Wednesday, February 20, 2013

Wordless Wednesday, almost: The Tricolour of Éire

The Tricolour in the distance, as seen from St. Stephen's Green, Dublin.
You walk by it, and may not think about what it meant, and what it means, to have those three colours flying together above the land. You probably don't think about how many lives were lost, and how many families were forever changed, in the name of all that those colours represent. It's just there, the tricolour of Éire, waving in the wind on a rainy afternoon, or flaccid in the air above a pub. We see it affixed to a grave marker and pinned to the bark of an obliging tree at Glasnevin. Whether it is stock still above us in the quiet of the stone breaker's yard at Kilmainham, or quietly at attention over the graves of the 1916 leaders on Arbour Hill, the Irish standard gently whispers to us of a past marked by struggle, and the determination of a people to survive.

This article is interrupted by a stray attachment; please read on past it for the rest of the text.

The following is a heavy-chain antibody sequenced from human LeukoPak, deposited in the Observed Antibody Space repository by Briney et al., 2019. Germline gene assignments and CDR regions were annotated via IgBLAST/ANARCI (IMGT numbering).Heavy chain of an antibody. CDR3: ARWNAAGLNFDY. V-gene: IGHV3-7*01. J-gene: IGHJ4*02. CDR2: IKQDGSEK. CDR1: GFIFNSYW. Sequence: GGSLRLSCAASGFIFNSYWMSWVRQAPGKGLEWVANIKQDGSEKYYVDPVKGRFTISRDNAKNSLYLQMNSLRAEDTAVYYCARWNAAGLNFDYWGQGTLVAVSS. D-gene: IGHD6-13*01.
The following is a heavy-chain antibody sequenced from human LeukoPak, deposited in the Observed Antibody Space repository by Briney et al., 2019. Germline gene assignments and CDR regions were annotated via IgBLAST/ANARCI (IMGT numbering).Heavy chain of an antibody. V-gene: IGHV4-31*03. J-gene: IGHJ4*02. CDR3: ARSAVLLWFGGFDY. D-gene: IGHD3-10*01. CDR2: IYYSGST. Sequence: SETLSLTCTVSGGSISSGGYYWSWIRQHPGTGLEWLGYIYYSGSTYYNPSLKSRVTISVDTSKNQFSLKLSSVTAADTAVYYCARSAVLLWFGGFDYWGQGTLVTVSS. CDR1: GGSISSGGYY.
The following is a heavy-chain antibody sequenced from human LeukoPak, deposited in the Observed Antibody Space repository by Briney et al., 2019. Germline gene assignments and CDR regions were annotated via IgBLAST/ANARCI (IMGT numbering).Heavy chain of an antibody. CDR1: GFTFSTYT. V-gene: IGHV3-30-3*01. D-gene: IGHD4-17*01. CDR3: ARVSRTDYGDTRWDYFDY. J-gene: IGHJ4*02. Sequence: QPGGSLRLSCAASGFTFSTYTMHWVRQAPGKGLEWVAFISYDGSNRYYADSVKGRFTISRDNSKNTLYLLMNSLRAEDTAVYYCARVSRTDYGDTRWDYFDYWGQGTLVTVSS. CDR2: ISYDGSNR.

The Tricolour above the Turk's Head on Parliament Street in Temple Bar, Dublin.
The Tricolour adorning a grave in Glasnevin...
...and affixed to a tree.
The Tricolour above the stone breaker's yard in Kilmainham gaol, site of the executions of the 1916 leaders.
The Tricolour on the right hand side at the burial ground of the 1916 Leaders, Arbour Hill Cemetery, Dublin.
For the history of the Irish Tricolour flag, see The National Flag from the Irish government Department of the Taoiseach website.



  1. The sight of the flag of one's country can inspire many deep emotions. We should never take it for granted or forget those who did so much to keep it flying.

    1. Hi Colleen,

      Thanks for your comments. It is so true, as you say, that the sight of the flag of one's country can inspire many deep emotions, and it should not be taken for granted. We, the family historians, have the job of keeping alive the memory of those who did so much to allow the flag to fly.



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